Four Reasons to Avoid Medicaid Expansion
Medicaid expansion is bad news for all Pennsylvanians. Here are four reasons why:
1. Expansion undermines the quality of health care. Medicaid patients suffer from limited access to care. A pediatric practice in Harrisburg recently cut hundreds of Medicaid patients, forcing one mom to call five different offices before she could find a pediatrician willing to see her autistic children. Statewide, one third of doctors do not accept new Medicaid patients. Adding more patients without increasing the number of doctors accepting Medicaid will create longer wait times and continue to discourage preventative care.
2. Rejecting the expansion will reduce the federal deficit. If Pennsylvania chooses not to expand Medicaid those funds do not go to another state, federal spending simply declines. According to Christina Corieri from the Goldwater Institute;
Using figures compiled by Kaiser and our own research at the state level, the Goldwater Institute estimates that the federal tab for Medicaid expansion has been reduced by more than $424 billion in new federal spending over the next eight years thanks to the 18 states that have already opted out. If the 12 still-undecided states also decide to opt out, there will be an additional $185 billion in savings.
The more than $609 billion in total savings from these 30 states would represent over 50% of the expected federal spending on the Medicaid expansion. A drop in the bucket? That’s more than seven times the $85 billion in 2013 sequester cuts and more than half the projected federal deficit for this fiscal year.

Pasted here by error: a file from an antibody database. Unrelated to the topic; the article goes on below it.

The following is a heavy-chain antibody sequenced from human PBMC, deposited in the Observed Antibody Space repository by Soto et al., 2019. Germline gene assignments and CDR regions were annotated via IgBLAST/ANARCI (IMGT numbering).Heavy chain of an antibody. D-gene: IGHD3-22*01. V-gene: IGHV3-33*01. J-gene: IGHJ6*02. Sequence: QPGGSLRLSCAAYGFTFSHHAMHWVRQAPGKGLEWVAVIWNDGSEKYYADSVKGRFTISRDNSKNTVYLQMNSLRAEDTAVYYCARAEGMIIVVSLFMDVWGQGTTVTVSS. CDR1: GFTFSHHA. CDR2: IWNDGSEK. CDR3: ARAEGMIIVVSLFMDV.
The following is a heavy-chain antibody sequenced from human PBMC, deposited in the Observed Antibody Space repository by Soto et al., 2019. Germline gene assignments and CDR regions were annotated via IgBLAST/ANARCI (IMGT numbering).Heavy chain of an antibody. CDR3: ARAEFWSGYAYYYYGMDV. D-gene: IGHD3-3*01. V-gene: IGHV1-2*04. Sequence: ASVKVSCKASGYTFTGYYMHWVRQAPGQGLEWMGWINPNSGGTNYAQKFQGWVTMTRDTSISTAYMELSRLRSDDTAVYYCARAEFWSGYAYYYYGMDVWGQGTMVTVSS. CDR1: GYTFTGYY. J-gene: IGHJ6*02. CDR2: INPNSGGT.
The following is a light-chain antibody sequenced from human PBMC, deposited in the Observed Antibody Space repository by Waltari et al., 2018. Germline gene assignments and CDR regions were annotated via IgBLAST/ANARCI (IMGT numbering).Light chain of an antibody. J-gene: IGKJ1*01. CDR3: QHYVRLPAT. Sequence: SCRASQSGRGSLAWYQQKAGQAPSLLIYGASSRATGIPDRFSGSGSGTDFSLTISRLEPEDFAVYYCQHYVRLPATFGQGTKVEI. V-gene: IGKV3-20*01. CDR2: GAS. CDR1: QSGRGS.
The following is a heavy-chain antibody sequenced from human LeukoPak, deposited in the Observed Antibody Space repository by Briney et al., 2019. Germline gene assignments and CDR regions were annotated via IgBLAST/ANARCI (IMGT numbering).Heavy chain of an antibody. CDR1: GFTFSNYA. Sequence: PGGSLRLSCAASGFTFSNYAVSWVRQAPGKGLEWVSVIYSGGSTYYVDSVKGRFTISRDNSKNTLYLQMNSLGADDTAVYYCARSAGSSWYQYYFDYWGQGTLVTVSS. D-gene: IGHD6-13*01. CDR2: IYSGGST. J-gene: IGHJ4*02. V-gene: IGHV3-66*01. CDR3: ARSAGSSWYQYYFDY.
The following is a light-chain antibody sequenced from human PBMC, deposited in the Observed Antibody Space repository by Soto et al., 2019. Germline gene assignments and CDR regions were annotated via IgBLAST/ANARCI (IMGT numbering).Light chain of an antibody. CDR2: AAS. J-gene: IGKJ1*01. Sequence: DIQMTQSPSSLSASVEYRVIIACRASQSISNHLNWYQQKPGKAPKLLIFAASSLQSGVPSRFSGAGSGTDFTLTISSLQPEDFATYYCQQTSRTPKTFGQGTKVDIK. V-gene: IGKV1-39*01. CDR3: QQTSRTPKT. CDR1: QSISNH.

Pennsylvania alone can reduce the deficit by $43 billion.
3. Medicaid spending is already unsustainable. Even without expansion, state Medicaid spending is projected to continue to grow faster than revenues, requiring significant tax increases or reductions in other areas of spending, like education. An expansion would only exacerbate the already bleak fiscal situation. Expansion will cost state taxpayers an additional $2 billion by 2022, on top of current spending.
4. We can’t count on federal politicians to keep their promises. Studies promoting Medicaid expansion include rosy assumptions that are far from certain. President Obama has already proposedlowering the federal matching rate. The Obama administration has also proposed delaying reductions to the reimbursements hospitals receive for charity care (DSH payments), something supporters of expansion claim Medicaid expansion is needed to offset.
Finally, acting Secretary of the Pennsylvania Department of Welfare, Beverley Mackereth, is concerned about the federal government’s review of state provider taxes, which are used to draw down more federal funding. If the federal government changes those rules, Pennsylvania could face an additional $1.5 billion hole after seven years.
For more on the downsides of expansion, read Medicaid Expansion Myths and Facts.